So, we've now got these 3 classes and we're not sure why we've created them in the way we have yet. Let's start using them and see why inheritance really helps. We'll now add some code that pretends to do things, but makes use of the logging classes:

from datetime import datetime
import sys

class Logger:
    def log(self, msg):
        now = datetime.now()
        time = now.strftime("%H:%M:%S")
        line = "({}): {}".format(time, msg)

        self._write_line(line)

    def _write_line(self, line):
        # Do nothing in this base class.
        pass

# This TerminalLogger class knows how to write messages to the terminal.
class TerminalLogger(Logger):
    def _write_line(self, line):
        print(line)

# This FileLogger class knows how to write messages to a file named "log.txt".
class FileLogger(Logger):
    def _write_line(self, line):
        file = open("log.txt", "a+")
        file.write(line + "\n")
        file.close()

# Create a logger.
logger = TerminalLogger()

# Check if we're using a logger class.
if issubclass(type(logger), Logger) == False:
    print("The logger variable is not set to a class that inherits from Logger.")
    sys.exit()

# Pretend to do some cool things.
logger.log("Im starting a really big application now.")
logger.log("Im now doing some really cool things...")
logger.log("Ok, I've finished, everything worked fine.")

Line 2, we've added an import statement which lets us use the 'sys.exit()' on line 34. This function causes the Python program to end.

Line 29, we create a logger instance using the TerminalLogger class type and store that in the variable 'logger'.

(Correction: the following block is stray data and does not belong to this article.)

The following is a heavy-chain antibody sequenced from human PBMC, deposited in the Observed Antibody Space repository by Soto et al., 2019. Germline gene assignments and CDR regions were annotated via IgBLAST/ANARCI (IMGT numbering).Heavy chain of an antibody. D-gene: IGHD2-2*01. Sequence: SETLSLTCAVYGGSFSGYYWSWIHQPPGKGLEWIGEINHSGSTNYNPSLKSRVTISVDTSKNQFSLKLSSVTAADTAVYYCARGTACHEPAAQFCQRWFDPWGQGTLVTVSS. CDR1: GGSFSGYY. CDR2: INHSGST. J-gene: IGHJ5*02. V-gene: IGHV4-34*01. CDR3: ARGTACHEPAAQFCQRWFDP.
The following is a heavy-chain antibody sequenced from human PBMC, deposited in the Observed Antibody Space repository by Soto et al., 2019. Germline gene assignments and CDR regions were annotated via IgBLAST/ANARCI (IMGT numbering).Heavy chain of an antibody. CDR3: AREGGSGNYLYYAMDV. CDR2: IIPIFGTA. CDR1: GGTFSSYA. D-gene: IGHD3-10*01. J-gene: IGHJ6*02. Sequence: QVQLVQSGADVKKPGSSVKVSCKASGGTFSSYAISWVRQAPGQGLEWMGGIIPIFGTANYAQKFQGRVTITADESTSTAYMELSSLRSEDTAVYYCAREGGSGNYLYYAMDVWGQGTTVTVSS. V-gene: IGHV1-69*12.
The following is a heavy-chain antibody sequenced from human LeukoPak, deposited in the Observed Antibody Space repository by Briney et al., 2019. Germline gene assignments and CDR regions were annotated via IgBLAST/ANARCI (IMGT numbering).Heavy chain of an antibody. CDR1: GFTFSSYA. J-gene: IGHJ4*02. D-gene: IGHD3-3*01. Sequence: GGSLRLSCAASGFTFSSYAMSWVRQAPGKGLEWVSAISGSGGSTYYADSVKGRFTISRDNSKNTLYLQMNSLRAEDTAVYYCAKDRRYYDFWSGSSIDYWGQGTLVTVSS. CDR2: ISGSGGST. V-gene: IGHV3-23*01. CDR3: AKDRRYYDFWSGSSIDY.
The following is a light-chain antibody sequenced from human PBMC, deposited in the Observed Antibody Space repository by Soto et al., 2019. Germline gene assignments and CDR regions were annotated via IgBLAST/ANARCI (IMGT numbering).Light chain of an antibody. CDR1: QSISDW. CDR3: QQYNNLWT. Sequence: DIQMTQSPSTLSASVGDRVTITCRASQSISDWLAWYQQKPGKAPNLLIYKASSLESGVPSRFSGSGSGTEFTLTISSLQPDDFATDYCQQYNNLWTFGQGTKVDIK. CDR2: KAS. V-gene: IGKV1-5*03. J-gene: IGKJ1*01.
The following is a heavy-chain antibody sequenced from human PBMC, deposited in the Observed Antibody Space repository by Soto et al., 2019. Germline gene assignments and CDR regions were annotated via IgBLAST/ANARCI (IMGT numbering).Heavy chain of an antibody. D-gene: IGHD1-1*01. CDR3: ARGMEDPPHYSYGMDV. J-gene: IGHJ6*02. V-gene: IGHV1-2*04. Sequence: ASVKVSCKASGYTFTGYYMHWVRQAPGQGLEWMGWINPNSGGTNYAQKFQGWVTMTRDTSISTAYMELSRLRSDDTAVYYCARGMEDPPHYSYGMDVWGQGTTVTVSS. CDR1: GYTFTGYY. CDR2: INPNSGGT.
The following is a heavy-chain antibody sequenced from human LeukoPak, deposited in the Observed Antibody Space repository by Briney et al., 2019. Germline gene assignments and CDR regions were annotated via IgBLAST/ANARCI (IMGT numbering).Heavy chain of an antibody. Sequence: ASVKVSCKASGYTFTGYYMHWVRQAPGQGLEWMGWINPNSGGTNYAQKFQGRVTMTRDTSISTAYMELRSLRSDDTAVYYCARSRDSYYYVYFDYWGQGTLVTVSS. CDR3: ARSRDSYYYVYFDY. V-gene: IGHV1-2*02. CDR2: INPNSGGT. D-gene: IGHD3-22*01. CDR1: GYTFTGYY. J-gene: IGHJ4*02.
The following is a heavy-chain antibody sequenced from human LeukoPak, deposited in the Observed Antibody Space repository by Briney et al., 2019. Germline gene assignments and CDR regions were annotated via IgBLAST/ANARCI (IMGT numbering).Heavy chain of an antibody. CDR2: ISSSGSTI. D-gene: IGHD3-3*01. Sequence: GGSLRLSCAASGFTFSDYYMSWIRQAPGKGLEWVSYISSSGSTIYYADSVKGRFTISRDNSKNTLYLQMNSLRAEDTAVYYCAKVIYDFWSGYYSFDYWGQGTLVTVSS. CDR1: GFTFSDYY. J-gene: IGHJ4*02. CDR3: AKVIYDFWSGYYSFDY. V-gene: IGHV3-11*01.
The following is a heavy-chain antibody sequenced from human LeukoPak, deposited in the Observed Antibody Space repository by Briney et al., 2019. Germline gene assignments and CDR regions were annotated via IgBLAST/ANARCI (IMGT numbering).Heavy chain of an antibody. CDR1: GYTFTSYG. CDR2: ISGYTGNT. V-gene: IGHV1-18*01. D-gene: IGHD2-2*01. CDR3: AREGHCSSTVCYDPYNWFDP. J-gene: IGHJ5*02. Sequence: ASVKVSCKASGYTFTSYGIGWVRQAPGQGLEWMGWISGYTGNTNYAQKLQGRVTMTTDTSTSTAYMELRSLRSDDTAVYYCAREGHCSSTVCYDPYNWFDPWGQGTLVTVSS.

Line 32, we're checking that the logger variable is using a class that inherits from the Logger class. If it wasn't, then the 'logger.log' function calls on lines 37-39 would fail, so instead we show an error message and exit the program on line 34. This is a safety check to reduce the possibility of errors.

Line 37 to 39 show how we're making use of that logger by calling the function 'log'. Now because our logger is a TerminalLogger, the behavior of that class will make sure our log lines arrive in the terminal. So go ahead and run this, and you'll see the log lines nicely formatted with the time in the terminal window.

Now, seeing all these log lines in the terminal is great when you're working on developing a product. But when you want to release this and run it on another computer, the terminal isn't as easily accessed, and the terminal goes away when the program ends. It would be much nicer to see a log file to see what the program is doing.